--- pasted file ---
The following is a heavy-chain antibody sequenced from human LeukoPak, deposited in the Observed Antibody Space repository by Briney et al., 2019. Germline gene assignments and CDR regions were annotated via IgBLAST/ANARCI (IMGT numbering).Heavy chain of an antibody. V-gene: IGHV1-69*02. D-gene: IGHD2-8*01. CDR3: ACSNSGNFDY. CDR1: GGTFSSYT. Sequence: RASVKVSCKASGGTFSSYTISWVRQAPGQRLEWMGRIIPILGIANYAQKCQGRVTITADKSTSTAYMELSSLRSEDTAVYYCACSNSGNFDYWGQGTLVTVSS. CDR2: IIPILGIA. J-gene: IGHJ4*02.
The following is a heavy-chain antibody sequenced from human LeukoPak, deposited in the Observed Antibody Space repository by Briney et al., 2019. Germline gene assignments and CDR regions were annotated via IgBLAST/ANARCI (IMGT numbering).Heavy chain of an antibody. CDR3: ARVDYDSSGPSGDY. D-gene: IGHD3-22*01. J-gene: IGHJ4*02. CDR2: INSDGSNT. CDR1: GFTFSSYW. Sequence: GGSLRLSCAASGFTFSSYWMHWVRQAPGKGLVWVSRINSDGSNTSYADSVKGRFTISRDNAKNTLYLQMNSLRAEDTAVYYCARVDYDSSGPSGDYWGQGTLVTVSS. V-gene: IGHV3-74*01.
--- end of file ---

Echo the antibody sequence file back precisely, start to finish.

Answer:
The following is a heavy-chain antibody sequenced from human LeukoPak, deposited in the Observed Antibody Space repository by Briney et al., 2019. Germline gene assignments and CDR regions were annotated via IgBLAST/ANARCI (IMGT numbering).Heavy chain of an antibody. V-gene: IGHV1-69*02. D-gene: IGHD2-8*01. CDR3: ACSNSGNFDY. CDR1: GGTFSSYT. Sequence: RASVKVSCKASGGTFSSYTISWVRQAPGQRLEWMGRIIPILGIANYAQKCQGRVTITADKSTSTAYMELSSLRSEDTAVYYCACSNSGNFDYWGQGTLVTVSS. CDR2: IIPILGIA. J-gene: IGHJ4*02.
The following is a heavy-chain antibody sequenced from human LeukoPak, deposited in the Observed Antibody Space repository by Briney et al., 2019. Germline gene assignments and CDR regions were annotated via IgBLAST/ANARCI (IMGT numbering).Heavy chain of an antibody. CDR3: ARVDYDSSGPSGDY. D-gene: IGHD3-22*01. J-gene: IGHJ4*02. CDR2: INSDGSNT. CDR1: GFTFSSYW. Sequence: GGSLRLSCAASGFTFSSYWMHWVRQAPGKGLVWVSRINSDGSNTSYADSVKGRFTISRDNAKNTLYLQMNSLRAEDTAVYYCARVDYDSSGPSGDYWGQGTLVTVSS. V-gene: IGHV3-74*01.